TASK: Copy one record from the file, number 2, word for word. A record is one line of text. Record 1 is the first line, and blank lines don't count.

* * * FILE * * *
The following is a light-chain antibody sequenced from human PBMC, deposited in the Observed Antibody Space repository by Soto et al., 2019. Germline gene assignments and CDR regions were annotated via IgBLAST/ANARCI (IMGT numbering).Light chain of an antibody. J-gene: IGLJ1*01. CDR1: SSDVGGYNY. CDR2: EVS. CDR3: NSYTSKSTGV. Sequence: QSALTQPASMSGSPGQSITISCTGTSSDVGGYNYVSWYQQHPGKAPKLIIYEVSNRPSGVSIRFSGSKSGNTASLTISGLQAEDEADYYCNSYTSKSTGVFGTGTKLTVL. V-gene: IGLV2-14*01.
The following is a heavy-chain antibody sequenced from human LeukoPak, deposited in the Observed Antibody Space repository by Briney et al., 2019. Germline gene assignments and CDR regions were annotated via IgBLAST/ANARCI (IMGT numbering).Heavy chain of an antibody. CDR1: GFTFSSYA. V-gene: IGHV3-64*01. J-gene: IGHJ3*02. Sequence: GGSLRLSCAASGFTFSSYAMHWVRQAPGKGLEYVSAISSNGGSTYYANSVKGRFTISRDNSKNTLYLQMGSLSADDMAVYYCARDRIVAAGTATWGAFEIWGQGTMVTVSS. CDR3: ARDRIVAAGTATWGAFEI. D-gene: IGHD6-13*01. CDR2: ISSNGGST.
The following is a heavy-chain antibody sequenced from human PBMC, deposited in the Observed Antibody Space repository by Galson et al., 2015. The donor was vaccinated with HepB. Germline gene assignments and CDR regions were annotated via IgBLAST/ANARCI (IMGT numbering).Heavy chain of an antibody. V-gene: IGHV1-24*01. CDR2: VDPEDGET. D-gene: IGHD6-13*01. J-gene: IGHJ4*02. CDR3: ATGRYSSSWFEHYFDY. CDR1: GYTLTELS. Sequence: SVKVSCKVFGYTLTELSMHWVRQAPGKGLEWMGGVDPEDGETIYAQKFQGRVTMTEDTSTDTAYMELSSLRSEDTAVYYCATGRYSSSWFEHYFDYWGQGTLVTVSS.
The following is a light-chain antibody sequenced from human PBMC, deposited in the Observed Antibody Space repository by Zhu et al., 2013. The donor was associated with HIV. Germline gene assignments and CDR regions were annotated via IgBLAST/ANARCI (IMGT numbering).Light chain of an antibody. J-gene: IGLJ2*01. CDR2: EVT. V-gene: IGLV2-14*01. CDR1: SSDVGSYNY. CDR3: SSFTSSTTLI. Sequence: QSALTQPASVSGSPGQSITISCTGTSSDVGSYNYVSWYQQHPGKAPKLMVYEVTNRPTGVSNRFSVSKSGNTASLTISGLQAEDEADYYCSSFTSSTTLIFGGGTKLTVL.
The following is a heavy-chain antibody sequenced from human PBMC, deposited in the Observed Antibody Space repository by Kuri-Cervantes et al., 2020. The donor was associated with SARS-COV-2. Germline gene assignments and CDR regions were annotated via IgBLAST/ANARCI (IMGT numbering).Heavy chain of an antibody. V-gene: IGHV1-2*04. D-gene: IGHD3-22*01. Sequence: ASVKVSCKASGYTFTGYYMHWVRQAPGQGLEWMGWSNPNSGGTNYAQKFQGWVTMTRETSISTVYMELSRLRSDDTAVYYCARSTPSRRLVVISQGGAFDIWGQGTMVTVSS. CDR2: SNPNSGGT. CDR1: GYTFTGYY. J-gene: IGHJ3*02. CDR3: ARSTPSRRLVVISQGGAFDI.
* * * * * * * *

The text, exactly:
The following is a heavy-chain antibody sequenced from human LeukoPak, deposited in the Observed Antibody Space repository by Briney et al., 2019. Germline gene assignments and CDR regions were annotated via IgBLAST/ANARCI (IMGT numbering).Heavy chain of an antibody. CDR1: GFTFSSYA. V-gene: IGHV3-64*01. J-gene: IGHJ3*02. Sequence: GGSLRLSCAASGFTFSSYAMHWVRQAPGKGLEYVSAISSNGGSTYYANSVKGRFTISRDNSKNTLYLQMGSLSADDMAVYYCARDRIVAAGTATWGAFEIWGQGTMVTVSS. CDR3: ARDRIVAAGTATWGAFEI. D-gene: IGHD6-13*01. CDR2: ISSNGGST.